UPDATE: EGNER DIES OF NATURAL CAUSES JANUARY 2011 – ONE MONTH BEFORE TRIAL
Alleged Nazi War Criminal Peter Egner Wanted in Serbia
Serbian court issued an international arrest warrant on Friday for an alleged former Nazi war criminal living in Bellevue.
Peter Egner, now 88 years old, was born in the former Yugoslavia. He came to the United States in 1960 and received citizenship in 1965. Egner lived for many years in Portland and moved to Bellevue to be near family after his wife died in 2005.
Egner’s case goes back to 2008 when the U.S. Department of Justice’s Office of Special Investigations, which hunts war criminals, filed a lawsuit against Egner and requested that a federal court in Seattle revoke his U.S. citizenship based on evidence of his role in a Nazi mobile killing unit that participated in the mass murder of more than 17,000 Serbian civilians during World War II. A revocation of Egner’s citizenship would pave the way for his extradition to Serbia, where he would stand trial.
I contacted Egner’s attorney, Robert Gibbs of Seattle, to request an interview with Egner. Of course it was denied. Gibbs did confirm however, that Egner still lives in Bellevue. When pressed for a response from Egner on Serbia’s arrest warrant, Gibbs replied, “He’s being criminally prosecuted and he’s not going to make a public statement.” Although he acknowledges press reports, Gibbs says they have not received nor seen any documentation from Serbia concerning the arrest warrant.
In a 2008 response to the Justice Department’s suit, Gibbs gave account of Egner’s involvement. Gibbs stated that Egner knows nothing about the brutal Nazi-run Serbian police unit that rounded up Jews, political prisoners and other enemies of the Third Reich in the wake of Hitler’s attack on the Soviet Union in the early 1940s. Gibbs said the closest Egner came to “interrogating” prisoners was acting as an interpreter in the public lobby of a Belgrade police station.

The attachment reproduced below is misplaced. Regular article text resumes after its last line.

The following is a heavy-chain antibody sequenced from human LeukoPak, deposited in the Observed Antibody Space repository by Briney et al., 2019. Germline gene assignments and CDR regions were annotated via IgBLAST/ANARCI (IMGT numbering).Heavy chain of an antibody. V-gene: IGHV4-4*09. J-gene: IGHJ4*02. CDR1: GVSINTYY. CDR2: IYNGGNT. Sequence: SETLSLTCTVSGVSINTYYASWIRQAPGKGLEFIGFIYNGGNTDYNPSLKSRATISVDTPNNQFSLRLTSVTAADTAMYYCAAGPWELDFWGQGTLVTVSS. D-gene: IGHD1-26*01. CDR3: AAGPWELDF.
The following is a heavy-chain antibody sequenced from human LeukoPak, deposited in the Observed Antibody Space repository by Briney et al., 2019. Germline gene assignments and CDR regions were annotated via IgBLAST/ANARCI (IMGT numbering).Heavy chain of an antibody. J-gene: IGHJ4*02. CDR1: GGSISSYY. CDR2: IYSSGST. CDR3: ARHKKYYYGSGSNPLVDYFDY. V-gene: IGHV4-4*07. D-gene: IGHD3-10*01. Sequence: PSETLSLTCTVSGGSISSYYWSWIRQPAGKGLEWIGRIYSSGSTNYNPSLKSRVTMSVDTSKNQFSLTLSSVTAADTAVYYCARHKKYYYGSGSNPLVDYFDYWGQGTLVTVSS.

Not being able to talk directly to Egner, I immediately thought about a conversation I had with an American Veteran on the streets of Tacoma. His name was Stevon. I didn’t get a last name. His story was so captivating, I asked him if I could videotape his comments.
This interview with Stevon gave me a personal witness to what I’d felt intrinsically about Egner’s fate.
When countries declare war, and in essence give orders to kill, who is at fault when the end goal is accomplished? Is it the soldier who carried out the order or is it the Country that declared war?
Serbia, leave Egner alone and allow him to live out his remaining days in a retirement home here in Bellevue. He, like Stevon, was only following the orders of his Country. And if he did indeed carry out the orders of his Country, like Stevon, I’m sure he’s now fighting mental demons in a hell unimaginable to those of us who have never been to war.
Interestingly, the arrest warrant comes within days of Serbia’s hotly debated apology for Srebrenica, the 1995 massacre of about 8,000 Muslim men and boys by Serbian forces and the greatest single massacre of civilians in Europe since World War II.
During the time of the war crimes Egner is being accused of, Belgrade was occupied by German forces. If Serbia wants someone to answer for these evils, it should issue an international arrest warrant for Germany.
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